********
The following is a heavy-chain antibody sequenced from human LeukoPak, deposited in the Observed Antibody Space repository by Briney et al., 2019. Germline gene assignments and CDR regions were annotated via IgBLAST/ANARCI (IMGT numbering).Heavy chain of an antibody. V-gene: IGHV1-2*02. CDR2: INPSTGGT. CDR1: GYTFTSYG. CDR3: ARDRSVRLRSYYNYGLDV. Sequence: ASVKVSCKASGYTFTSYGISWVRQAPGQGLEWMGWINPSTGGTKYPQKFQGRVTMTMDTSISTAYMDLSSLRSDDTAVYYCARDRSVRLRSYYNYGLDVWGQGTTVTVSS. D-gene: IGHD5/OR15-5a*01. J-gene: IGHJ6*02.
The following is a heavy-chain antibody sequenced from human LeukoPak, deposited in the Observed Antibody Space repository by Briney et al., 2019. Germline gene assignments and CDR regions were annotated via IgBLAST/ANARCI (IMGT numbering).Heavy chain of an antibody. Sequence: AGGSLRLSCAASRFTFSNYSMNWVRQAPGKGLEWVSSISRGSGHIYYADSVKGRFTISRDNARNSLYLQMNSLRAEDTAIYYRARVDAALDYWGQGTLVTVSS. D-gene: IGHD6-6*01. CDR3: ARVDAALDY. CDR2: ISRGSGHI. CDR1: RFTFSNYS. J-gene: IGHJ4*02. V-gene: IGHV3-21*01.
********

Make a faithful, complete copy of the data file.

The following is a heavy-chain antibody sequenced from human LeukoPak, deposited in the Observed Antibody Space repository by Briney et al., 2019. Germline gene assignments and CDR regions were annotated via IgBLAST/ANARCI (IMGT numbering).Heavy chain of an antibody. V-gene: IGHV1-2*02. CDR2: INPSTGGT. CDR1: GYTFTSYG. CDR3: ARDRSVRLRSYYNYGLDV. Sequence: ASVKVSCKASGYTFTSYGISWVRQAPGQGLEWMGWINPSTGGTKYPQKFQGRVTMTMDTSISTAYMDLSSLRSDDTAVYYCARDRSVRLRSYYNYGLDVWGQGTTVTVSS. D-gene: IGHD5/OR15-5a*01. J-gene: IGHJ6*02.
The following is a heavy-chain antibody sequenced from human LeukoPak, deposited in the Observed Antibody Space repository by Briney et al., 2019. Germline gene assignments and CDR regions were annotated via IgBLAST/ANARCI (IMGT numbering).Heavy chain of an antibody. Sequence: AGGSLRLSCAASRFTFSNYSMNWVRQAPGKGLEWVSSISRGSGHIYYADSVKGRFTISRDNARNSLYLQMNSLRAEDTAIYYRARVDAALDYWGQGTLVTVSS. D-gene: IGHD6-6*01. CDR3: ARVDAALDY. CDR2: ISRGSGHI. CDR1: RFTFSNYS. J-gene: IGHJ4*02. V-gene: IGHV3-21*01.